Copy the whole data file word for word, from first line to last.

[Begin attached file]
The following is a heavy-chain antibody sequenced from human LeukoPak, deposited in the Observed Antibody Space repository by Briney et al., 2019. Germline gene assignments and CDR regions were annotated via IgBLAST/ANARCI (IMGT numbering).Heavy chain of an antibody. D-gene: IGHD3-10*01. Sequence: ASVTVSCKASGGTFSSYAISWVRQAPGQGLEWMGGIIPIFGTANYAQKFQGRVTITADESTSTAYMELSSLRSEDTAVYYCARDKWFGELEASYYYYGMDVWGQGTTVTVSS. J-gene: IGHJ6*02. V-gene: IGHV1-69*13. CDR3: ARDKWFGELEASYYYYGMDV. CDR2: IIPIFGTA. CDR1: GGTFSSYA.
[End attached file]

The following is a heavy-chain antibody sequenced from human LeukoPak, deposited in the Observed Antibody Space repository by Briney et al., 2019. Germline gene assignments and CDR regions were annotated via IgBLAST/ANARCI (IMGT numbering).Heavy chain of an antibody. D-gene: IGHD3-10*01. Sequence: ASVTVSCKASGGTFSSYAISWVRQAPGQGLEWMGGIIPIFGTANYAQKFQGRVTITADESTSTAYMELSSLRSEDTAVYYCARDKWFGELEASYYYYGMDVWGQGTTVTVSS. J-gene: IGHJ6*02. V-gene: IGHV1-69*13. CDR3: ARDKWFGELEASYYYYGMDV. CDR2: IIPIFGTA. CDR1: GGTFSSYA.